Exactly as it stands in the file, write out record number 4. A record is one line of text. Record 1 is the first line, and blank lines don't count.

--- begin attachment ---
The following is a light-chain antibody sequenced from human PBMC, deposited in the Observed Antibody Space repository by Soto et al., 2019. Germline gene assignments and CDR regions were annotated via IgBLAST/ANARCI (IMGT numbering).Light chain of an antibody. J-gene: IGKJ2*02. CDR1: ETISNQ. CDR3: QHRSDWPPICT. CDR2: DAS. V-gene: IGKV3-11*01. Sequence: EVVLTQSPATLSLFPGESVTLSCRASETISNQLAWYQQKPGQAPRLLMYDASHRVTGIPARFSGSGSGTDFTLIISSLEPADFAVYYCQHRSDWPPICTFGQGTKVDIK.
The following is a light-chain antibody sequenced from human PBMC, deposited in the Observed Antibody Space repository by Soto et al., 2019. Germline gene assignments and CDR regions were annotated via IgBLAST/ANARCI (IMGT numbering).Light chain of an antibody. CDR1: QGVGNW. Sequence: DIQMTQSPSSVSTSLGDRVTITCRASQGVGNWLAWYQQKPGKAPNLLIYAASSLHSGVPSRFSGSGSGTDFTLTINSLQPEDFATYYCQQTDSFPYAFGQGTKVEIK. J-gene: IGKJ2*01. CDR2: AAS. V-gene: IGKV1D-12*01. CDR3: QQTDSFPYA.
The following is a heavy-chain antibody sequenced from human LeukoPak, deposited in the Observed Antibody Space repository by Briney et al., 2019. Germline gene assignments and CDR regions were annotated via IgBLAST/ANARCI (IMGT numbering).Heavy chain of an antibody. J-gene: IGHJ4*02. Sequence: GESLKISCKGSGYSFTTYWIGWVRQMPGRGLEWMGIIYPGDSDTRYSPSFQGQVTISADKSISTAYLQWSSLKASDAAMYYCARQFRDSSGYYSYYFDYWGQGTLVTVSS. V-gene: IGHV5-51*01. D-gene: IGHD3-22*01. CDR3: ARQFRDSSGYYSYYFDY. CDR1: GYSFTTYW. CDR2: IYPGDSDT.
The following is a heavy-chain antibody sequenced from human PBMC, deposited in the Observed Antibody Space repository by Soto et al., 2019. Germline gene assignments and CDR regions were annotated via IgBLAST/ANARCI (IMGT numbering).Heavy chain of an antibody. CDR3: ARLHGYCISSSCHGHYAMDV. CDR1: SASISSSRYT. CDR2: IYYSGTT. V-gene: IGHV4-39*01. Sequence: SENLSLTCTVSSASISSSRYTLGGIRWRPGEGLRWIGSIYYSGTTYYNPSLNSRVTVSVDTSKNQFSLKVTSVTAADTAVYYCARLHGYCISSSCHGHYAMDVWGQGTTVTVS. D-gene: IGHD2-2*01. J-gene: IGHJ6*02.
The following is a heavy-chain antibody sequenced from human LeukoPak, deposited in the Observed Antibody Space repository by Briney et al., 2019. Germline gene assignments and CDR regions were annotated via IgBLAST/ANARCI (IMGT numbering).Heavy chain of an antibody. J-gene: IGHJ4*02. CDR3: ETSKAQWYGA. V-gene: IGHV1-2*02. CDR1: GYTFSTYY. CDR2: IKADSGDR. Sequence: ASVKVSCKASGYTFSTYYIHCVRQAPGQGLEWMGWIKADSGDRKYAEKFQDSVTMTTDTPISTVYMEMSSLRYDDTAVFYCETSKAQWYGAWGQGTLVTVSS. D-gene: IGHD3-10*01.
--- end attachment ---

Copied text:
The following is a heavy-chain antibody sequenced from human PBMC, deposited in the Observed Antibody Space repository by Soto et al., 2019. Germline gene assignments and CDR regions were annotated via IgBLAST/ANARCI (IMGT numbering).Heavy chain of an antibody. CDR3: ARLHGYCISSSCHGHYAMDV. CDR1: SASISSSRYT. CDR2: IYYSGTT. V-gene: IGHV4-39*01. Sequence: SENLSLTCTVSSASISSSRYTLGGIRWRPGEGLRWIGSIYYSGTTYYNPSLNSRVTVSVDTSKNQFSLKVTSVTAADTAVYYCARLHGYCISSSCHGHYAMDVWGQGTTVTVS. D-gene: IGHD2-2*01. J-gene: IGHJ6*02.